It is initially interesting to see how this sequel builds up its story with such scenes as the examination of a dead killer whale and a diver who runs into the shark, and it is quite entertaining to revisit Amity again, but Brody's constant back and forth debates with the town committee get tiresome after awhile. We know he's right and they're wrong and the film makers should have realized that these arguments get old quickly. To be fair, Scheider's performance does put in a bit more tension into these scenes, but it takes something more clever than that to keep things moving at a brisk pace.
The film does finally get moving in the last 35 or so minutes, and it's in those moments that make the film the overall effective sequel it is. The constant shark attacks deliver the goods. Szwarc knows how to milk tension into these scenes and doesn't disappoint. The finale is particularly an exercise in creating seat-gripping suspense. It's almost a match for the conclusion to Jaws. The final showdown between Brody and the shark is just as memorable and edge-of-the-seat as his final confrontation with the other great white in the original. John Williams' score is as effective as ever and serves to heighten the tension factor by a notch.
Admittedly, there are some implausibilities abound. Great whites aren't nearly that aggressive and for one that eats as much as it does, it's really quite hungry. The shark even pulls down a helicopter in one scene to presumably eat the pilot (In the TV version, there's an added scene of the shark trying to chomp the pilot). Brody's plan to kill the shark relies on quite a bit of luck, though I won't complain as much about this since it is the film's highlight sequence and is an example of masterful direction.
Most people tend to ridicule the visual effects in the Jaws series. In my opinion, they're more effective and significantly better than CGI renditions of animals seen in the more recent thrillers like Deep Blue Sea, Anaconda, and Lake Placid. Szwarc's high angle shots of the great white are the best, evoking a sense of terror by just looking at the top of this ferocious animal. With an animatronic shark, it's not nearly as mobile as what can be rendered by computer technology, but it beats having the animal look like a refugee from a video game. There are also other things that set this film above those aforementioned movies, such as restraint, seriousness, and no annoying over-reliance on mostly unfunny self-deprecating humor.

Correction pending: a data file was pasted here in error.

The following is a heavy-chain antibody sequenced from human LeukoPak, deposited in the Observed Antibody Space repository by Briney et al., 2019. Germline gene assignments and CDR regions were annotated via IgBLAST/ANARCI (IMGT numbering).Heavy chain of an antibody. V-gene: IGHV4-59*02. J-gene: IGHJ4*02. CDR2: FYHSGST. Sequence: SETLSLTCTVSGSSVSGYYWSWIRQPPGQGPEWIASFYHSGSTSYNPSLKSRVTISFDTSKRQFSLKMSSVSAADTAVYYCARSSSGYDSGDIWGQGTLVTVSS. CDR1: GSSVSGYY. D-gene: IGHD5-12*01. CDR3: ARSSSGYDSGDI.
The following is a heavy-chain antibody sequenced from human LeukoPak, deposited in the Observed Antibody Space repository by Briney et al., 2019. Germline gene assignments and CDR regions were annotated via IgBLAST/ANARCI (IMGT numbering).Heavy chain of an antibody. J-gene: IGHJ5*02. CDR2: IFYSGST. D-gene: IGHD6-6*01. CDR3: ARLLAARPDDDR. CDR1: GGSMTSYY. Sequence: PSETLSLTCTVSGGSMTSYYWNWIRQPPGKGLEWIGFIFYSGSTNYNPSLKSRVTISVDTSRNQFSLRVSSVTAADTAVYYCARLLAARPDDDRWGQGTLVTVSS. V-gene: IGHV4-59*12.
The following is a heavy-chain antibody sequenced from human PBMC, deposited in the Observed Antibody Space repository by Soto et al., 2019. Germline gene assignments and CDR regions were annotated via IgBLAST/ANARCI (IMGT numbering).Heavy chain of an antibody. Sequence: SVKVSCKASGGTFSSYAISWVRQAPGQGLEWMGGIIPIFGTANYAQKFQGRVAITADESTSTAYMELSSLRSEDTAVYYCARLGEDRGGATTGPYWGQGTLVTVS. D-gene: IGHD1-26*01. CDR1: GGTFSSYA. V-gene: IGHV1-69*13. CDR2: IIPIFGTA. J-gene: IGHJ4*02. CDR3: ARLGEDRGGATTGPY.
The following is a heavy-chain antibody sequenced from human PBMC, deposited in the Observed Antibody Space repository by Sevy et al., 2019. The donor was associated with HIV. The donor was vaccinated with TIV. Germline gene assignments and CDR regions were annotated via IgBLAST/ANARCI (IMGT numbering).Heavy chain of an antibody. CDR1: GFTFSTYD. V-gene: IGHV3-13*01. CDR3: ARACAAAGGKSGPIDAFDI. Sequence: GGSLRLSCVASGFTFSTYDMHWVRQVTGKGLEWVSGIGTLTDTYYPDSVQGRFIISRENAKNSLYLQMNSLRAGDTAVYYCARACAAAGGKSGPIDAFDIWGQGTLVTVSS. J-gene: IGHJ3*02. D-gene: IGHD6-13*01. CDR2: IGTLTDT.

To mention how effective the script is would probably be a moot point. Anybody watching this movie wants to see it for the shark attacks. Howard Sackler and Carl Gottlieb do a reasonable job of repeating what was successful in the original story without completely ripping it off. This time around, there's no compelling monologue like Robert Shaw's retelling of the fate of the men on the U.S.S. Indianapolis, but the screenwriters can be credited for not writing any laughably ludicrous dialogue. When the stranded teens argue, everything they say is reasonable within the context of the situation they're in.
The film's performances are overall decent. Roy Scheider has always been one of my favorite actors; he's easily the best here and is very good as the man determined to save his sons. Martin Brody is still by all means a great character, and Scheider's portrayal of him as an everyman caught up in a terrifying situation makes it extremely easy to sympathize with him. Lorraine Gray is decent as his wife and though she gets more screen time than before she's still not given a chance to fully flesh out her character. And, boy, we all saw her character develop in Jaws the Revenge, but we all know how that turned out. Murray Hamilton and Joseph Mascolo are appropriately sneaky and sly as the town mayor and real estate developer. They're really not so much people as they are those who have to be wrong all the time. It's a cliche, and it's not as effective as it was in Jaws. I can't really say which actor who portrays the teens does the best job. They're all fairly equal and they are pretty good at not annoying us, which makes it easier to feel for them when the shark attacks begin.
It's basically like this: when the film takes place on land, it's sometimes slow-moving and not always interesting. When it's on water, it's often exciting and tense, with suspense that sometimes equals the original. It's definitely not as great a thriller as Jaws, but it is a worthy sequel and certainly is better than the likes of Deep Blue Sea, Anaconda, and Lake Placid.